Today, social media makes obsessing over edited photos much easier due to the array of applications available. Social media editing tools claim to erase blemishes, whiten teeth, and even make you look 10 pounds lighter. Individuals are going to extreme lengths to obtain the perfect Instagram post. However, often times, these photos are not true depictions of one’s self. Consumers of social media are having an increasing difficult time distinguishing what is and isn’t real.
What Young Women Face Today
When I was in high school, the only social media platform available was AOL messenger. Therefore, my online friends, filters, and followers didn’t define my identity, unlike in today’s world. (I don’t envy girls growing up in today’s society.) Social media’s reach and the ability to post filtered and edited images have left today’s teenage girls increasingly cyber-bullied, trolled, and ultimately more body conscious. The Pew Research Center reports that among all Internet users, 40% have experienced harassment online. 66% of Internet users who have experienced online harassment said their most recent incident occurred on a social media platform. No wonder social media users are afraid to portray their true selves.
Social Media Deflates Self-Esteem
Along with harassment, social media is completely deflating young women’s self-esteem. Dove recently conducted a social media survey and found that 82% of women feel the beauty standards set by social media are unrealistic. Additionally, three quarters of women believe social media comments critiquing women’s beauty are destructive to their self-esteem. We live in a society that hopes for “likes,” but when it comes to the self-esteem of today’s young women, it seems it’s difficult for them to “like” themselves. Dr. Jennifer Powell-Lunder, a clinical psychologist who specializes in social media’s impact on teens and tweens, explains that there are numerous things that young women encounter on social media platforms that may influence their self-esteem.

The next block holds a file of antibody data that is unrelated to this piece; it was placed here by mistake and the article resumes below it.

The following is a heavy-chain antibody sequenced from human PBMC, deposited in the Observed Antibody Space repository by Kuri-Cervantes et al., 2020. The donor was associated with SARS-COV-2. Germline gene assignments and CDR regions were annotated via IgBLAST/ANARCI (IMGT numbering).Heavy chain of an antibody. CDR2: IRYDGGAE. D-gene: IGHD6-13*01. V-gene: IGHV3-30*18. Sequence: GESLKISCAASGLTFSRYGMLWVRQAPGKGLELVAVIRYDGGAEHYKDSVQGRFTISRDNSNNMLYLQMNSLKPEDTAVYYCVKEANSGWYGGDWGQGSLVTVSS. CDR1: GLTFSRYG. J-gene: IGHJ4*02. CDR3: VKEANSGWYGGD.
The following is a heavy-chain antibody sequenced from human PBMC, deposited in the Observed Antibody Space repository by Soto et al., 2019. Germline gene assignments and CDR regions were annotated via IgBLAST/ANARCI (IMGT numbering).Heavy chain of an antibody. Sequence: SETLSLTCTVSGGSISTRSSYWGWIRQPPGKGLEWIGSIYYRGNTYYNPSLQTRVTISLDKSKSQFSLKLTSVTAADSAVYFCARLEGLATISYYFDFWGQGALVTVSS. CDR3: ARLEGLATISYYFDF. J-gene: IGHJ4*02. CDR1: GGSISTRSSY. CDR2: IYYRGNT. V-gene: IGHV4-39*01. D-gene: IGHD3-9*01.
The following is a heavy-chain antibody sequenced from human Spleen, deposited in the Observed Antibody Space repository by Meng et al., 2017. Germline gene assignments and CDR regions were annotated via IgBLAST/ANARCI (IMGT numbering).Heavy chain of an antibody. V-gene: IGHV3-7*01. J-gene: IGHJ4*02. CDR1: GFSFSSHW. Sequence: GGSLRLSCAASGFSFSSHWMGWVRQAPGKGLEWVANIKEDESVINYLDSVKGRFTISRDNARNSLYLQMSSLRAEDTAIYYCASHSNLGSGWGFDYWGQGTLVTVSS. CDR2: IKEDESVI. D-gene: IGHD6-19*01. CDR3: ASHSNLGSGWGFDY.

- Positive or negative feedback to her posts.
- The number of “likes” she gets on a post and how quickly those ‘likes” are received.
- How many followers she has, with the goal of having more “followers” than people she is “following.”
- How often she gets positive “mentions” and is tagged in pictures/posts.
- How often her posts/photos are “shared” for positive reasons.
Overall, social media has a large impact on young women’s self-identity. Tweens and teenagers are no longer solely impacted by the airbrushed images in magazines or on billboards that illustrate society’s “ideal” woman. Now, however, it’s their friends and peers in their newsfeeds appearing to have the perfect lives using filters, captions, and the perfect angle to present a mere perfect image and lifestyle. The root of insecurity is comparison – the idea that they need to keep up with one another.
From Classrooms to Newsfeeds
“The popularity contest that high school has always been has sort of migrated onto social media,” Nancy Jo Sales, author of the book American Girls: Social Media and the Secret Lives of Teenagers. For example, social media “likes” are perceived as a form of acceptance and not “keeping up” can hurt a young girl’s self-esteem. Teenagers can have thousands of “friends” online, but that can leave them exposed. Never have teenagers known so much about their friends’ lives including how they look, what they eat, what places they frequent and who they hangout with. Ultimately, they are seeing the world through a filter, and that’s not healthy.
Standing Up and Revealing the Truth
Fortunately, companies are launching campaigns to bring awareness to the issue. In 2015, Dove launched a campaign called #SpeakBeautiful, which encourages women to “realize the role our online words play in impacting our confidence and self-esteem.” Additionally, bloggers, social media celebrities and models are raising awareness by telling the truth about their posts. Many have come forward and admitted to using filters and posing in such a way to make them look thinner. Essena O’Neill, a former Instagram model, re-captioned the posts she left up on Instagram to reveal the lengths she went through to make certain shots look perfect.